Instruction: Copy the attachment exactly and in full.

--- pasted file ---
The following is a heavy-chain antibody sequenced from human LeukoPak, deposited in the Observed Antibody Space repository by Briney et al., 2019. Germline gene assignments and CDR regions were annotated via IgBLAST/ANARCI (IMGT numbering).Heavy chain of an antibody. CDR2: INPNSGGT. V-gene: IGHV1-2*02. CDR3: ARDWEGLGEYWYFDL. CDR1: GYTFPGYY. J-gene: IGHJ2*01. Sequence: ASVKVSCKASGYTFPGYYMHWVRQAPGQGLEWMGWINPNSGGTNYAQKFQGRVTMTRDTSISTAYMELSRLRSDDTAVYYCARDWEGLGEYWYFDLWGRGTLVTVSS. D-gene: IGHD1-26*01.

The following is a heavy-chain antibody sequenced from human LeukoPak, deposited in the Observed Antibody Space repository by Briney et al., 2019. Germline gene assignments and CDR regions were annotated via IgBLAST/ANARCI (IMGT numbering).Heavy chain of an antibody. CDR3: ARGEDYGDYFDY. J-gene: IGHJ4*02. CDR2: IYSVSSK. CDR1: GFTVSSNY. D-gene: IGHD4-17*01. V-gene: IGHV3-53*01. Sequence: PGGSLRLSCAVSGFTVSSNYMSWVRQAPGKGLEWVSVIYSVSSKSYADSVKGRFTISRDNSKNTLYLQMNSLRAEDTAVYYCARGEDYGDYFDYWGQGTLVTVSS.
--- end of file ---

The following is a heavy-chain antibody sequenced from human LeukoPak, deposited in the Observed Antibody Space repository by Briney et al., 2019. Germline gene assignments and CDR regions were annotated via IgBLAST/ANARCI (IMGT numbering).Heavy chain of an antibody. CDR2: INPNSGGT. V-gene: IGHV1-2*02. CDR3: ARDWEGLGEYWYFDL. CDR1: GYTFPGYY. J-gene: IGHJ2*01. Sequence: ASVKVSCKASGYTFPGYYMHWVRQAPGQGLEWMGWINPNSGGTNYAQKFQGRVTMTRDTSISTAYMELSRLRSDDTAVYYCARDWEGLGEYWYFDLWGRGTLVTVSS. D-gene: IGHD1-26*01.

The following is a heavy-chain antibody sequenced from human LeukoPak, deposited in the Observed Antibody Space repository by Briney et al., 2019. Germline gene assignments and CDR regions were annotated via IgBLAST/ANARCI (IMGT numbering).Heavy chain of an antibody. CDR3: ARGEDYGDYFDY. J-gene: IGHJ4*02. CDR2: IYSVSSK. CDR1: GFTVSSNY. D-gene: IGHD4-17*01. V-gene: IGHV3-53*01. Sequence: PGGSLRLSCAVSGFTVSSNYMSWVRQAPGKGLEWVSVIYSVSSKSYADSVKGRFTISRDNSKNTLYLQMNSLRAEDTAVYYCARGEDYGDYFDYWGQGTLVTVSS.